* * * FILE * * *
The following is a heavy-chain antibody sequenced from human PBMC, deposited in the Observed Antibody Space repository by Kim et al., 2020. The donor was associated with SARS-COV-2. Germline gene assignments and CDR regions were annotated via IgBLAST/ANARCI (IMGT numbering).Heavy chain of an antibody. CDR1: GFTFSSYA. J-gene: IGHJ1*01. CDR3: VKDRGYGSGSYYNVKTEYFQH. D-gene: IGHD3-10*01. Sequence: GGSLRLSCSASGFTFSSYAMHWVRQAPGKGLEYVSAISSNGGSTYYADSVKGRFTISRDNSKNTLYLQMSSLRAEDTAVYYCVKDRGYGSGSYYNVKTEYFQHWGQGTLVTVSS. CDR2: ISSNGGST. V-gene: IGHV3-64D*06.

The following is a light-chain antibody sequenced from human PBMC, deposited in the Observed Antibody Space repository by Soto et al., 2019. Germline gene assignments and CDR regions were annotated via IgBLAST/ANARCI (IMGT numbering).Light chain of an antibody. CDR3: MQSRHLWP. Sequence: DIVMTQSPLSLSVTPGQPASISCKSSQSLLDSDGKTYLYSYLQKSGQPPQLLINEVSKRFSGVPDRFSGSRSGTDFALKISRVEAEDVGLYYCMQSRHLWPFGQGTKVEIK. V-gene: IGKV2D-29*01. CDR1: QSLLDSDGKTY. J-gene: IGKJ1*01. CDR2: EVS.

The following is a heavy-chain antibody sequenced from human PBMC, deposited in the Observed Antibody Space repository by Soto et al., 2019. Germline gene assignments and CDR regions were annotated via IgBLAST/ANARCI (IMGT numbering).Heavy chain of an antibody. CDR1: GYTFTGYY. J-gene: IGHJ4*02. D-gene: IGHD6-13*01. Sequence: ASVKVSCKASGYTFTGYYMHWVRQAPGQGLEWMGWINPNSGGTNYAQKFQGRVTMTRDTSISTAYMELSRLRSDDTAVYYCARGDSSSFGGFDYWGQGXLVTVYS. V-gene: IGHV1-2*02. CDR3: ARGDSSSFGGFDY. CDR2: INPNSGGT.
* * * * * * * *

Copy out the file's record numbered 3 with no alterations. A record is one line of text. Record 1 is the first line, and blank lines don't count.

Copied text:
The following is a heavy-chain antibody sequenced from human PBMC, deposited in the Observed Antibody Space repository by Soto et al., 2019. Germline gene assignments and CDR regions were annotated via IgBLAST/ANARCI (IMGT numbering).Heavy chain of an antibody. CDR1: GYTFTGYY. J-gene: IGHJ4*02. D-gene: IGHD6-13*01. Sequence: ASVKVSCKASGYTFTGYYMHWVRQAPGQGLEWMGWINPNSGGTNYAQKFQGRVTMTRDTSISTAYMELSRLRSDDTAVYYCARGDSSSFGGFDYWGQGXLVTVYS. V-gene: IGHV1-2*02. CDR3: ARGDSSSFGGFDY. CDR2: INPNSGGT.